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Management and Leadership in Nonprofits

Management and Leadership in Nonprofits


How Do You Want to Be Thanked?

Oct 02, 2018
By: Tammy T. Jelinek

Once every year or so, my team members are asked to share how they want to receive appreciation — specifically non-compensation. They often have varied answers. And over the years it’s been great information to share with other team members and other leaders to really personalize the “thank you” for them. 

This time one of them asked me to share how I want to be appreciated too.

I was taken aback. Not because this person asked; she is a great leader and very involved in team morale. But it honestly took me time to answer because as a leader I just assumed that being appreciated by those on the team sort of goes away. If I do something well, it’s expected because I am a leader. If I make someone happy with a decision, it’s expected because I am a leader. If I attain a business goal, it’s expected because I am a leader. You get the picture. As leaders we are expected to do the job, make the decisions, achieve the goals. Positive or negative, it is just a part of the role.

It was eye opening to explore what thank you means to me. Receiving a thank-you that lets me know how something I did that impacted someone was high on the list. Thank you meant being invited to play and have fun with the team, to hear their positives and to be a part of celebrating their successes — and if that celebration comes with a cupcake, all the better!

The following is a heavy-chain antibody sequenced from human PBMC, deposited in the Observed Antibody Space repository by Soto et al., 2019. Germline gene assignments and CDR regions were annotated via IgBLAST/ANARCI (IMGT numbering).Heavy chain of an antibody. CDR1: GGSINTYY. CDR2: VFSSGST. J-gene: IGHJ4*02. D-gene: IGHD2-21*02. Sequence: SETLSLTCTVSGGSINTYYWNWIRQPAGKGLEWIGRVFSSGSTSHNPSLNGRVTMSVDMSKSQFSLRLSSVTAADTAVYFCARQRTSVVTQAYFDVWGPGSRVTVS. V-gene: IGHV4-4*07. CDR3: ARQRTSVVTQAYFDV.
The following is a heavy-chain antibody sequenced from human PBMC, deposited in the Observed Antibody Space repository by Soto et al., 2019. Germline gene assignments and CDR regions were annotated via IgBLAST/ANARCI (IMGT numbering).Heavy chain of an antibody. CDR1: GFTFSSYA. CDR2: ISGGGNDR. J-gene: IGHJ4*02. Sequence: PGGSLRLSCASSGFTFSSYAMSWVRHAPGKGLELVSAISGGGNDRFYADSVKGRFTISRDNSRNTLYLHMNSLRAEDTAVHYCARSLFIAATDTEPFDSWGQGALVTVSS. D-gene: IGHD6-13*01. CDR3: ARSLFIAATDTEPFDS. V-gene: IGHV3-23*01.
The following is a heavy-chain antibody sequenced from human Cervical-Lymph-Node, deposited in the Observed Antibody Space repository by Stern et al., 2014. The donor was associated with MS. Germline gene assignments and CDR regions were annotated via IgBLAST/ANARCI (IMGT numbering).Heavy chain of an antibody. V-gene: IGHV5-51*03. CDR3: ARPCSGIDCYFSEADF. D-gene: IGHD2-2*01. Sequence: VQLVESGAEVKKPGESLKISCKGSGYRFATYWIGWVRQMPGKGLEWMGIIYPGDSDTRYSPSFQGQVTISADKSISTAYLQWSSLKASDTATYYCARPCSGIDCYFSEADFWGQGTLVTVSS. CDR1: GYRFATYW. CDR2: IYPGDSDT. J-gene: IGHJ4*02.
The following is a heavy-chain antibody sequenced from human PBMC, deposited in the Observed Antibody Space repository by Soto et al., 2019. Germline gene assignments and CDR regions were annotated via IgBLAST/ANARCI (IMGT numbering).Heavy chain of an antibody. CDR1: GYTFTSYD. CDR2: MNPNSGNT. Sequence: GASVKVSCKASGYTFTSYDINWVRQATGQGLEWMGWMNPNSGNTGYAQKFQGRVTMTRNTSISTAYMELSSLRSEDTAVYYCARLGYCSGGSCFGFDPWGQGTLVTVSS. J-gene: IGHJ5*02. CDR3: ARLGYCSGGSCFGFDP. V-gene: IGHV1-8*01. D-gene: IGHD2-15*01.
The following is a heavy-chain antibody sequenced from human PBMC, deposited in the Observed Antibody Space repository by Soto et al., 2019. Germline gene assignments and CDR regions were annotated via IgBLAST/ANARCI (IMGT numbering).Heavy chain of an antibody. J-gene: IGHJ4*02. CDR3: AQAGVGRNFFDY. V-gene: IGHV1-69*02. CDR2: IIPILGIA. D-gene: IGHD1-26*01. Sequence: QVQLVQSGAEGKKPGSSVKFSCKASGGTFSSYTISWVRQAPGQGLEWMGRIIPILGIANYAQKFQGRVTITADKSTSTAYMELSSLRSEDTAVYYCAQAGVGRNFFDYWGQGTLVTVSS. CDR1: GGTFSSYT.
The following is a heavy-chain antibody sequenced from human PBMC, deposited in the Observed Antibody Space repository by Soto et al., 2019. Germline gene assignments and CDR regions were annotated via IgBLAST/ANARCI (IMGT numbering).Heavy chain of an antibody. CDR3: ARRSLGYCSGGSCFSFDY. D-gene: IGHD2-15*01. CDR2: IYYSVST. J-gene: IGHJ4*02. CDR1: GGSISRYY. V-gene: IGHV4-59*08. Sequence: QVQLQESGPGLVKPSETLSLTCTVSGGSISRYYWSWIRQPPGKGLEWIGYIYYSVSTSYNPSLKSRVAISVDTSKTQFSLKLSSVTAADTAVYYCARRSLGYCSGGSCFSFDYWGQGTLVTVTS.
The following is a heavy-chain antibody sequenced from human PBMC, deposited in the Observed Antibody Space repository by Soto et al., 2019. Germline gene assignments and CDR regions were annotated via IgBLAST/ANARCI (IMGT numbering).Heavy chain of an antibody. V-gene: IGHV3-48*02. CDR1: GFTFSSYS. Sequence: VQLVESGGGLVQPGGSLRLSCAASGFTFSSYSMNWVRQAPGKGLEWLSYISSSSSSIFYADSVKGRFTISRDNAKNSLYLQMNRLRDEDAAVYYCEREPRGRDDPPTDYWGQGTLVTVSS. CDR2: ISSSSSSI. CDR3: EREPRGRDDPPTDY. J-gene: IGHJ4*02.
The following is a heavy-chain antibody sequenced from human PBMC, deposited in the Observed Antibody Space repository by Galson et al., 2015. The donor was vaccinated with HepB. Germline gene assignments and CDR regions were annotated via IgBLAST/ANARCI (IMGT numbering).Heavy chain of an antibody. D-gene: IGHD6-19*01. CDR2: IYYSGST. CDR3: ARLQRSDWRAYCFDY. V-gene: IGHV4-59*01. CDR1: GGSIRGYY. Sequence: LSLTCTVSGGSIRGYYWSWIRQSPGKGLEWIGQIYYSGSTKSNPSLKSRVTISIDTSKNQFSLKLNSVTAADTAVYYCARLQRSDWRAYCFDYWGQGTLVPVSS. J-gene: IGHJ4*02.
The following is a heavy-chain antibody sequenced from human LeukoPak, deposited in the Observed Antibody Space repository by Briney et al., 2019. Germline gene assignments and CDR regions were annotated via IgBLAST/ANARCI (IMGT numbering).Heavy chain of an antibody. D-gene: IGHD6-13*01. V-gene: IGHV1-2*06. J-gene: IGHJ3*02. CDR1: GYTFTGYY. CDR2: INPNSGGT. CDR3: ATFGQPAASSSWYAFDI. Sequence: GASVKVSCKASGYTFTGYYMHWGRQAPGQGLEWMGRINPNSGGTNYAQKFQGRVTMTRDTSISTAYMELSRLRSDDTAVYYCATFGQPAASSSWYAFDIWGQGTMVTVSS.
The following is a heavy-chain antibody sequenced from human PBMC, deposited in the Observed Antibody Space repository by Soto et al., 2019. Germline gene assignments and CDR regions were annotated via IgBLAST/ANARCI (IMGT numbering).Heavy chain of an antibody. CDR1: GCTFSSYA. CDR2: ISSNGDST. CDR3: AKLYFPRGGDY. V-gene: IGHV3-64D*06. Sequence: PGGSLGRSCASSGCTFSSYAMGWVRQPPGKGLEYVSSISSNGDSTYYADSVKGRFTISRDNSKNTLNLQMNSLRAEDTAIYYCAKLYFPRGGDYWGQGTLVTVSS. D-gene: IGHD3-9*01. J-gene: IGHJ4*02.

Ask your team how they individually would like to be thanked. Share that with others. And maybe even share with the team how you would like to receive earned appreciation.

Wishing you a great day, and remember:  Lead with legacy.


Tammy Jelinek has over 20 years of experience in working in and with fabulous organizations. This blog will explore what it’s like for her to lead as a woman, as a GenXer, and as a person who truly wants to lead with legacy—meaning she wants to walk her talk. Tammy has presented training nationally across the United States, built businesses, coached amazing people and built a career in the squiggliest path known to man…or in this case, woman. She has a passion for being curious, helping people and making actions happen.

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Tammy T. Jelinek, MBA
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